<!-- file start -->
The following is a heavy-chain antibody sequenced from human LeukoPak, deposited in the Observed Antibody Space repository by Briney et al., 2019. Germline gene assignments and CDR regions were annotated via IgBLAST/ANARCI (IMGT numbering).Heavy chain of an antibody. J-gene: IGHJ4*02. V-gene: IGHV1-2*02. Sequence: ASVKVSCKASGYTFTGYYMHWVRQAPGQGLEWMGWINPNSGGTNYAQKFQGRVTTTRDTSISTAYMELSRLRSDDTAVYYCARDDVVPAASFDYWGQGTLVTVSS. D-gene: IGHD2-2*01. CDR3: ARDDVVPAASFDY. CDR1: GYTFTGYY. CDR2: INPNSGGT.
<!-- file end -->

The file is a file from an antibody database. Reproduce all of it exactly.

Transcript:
The following is a heavy-chain antibody sequenced from human LeukoPak, deposited in the Observed Antibody Space repository by Briney et al., 2019. Germline gene assignments and CDR regions were annotated via IgBLAST/ANARCI (IMGT numbering).Heavy chain of an antibody. J-gene: IGHJ4*02. V-gene: IGHV1-2*02. Sequence: ASVKVSCKASGYTFTGYYMHWVRQAPGQGLEWMGWINPNSGGTNYAQKFQGRVTTTRDTSISTAYMELSRLRSDDTAVYYCARDDVVPAASFDYWGQGTLVTVSS. D-gene: IGHD2-2*01. CDR3: ARDDVVPAASFDY. CDR1: GYTFTGYY. CDR2: INPNSGGT.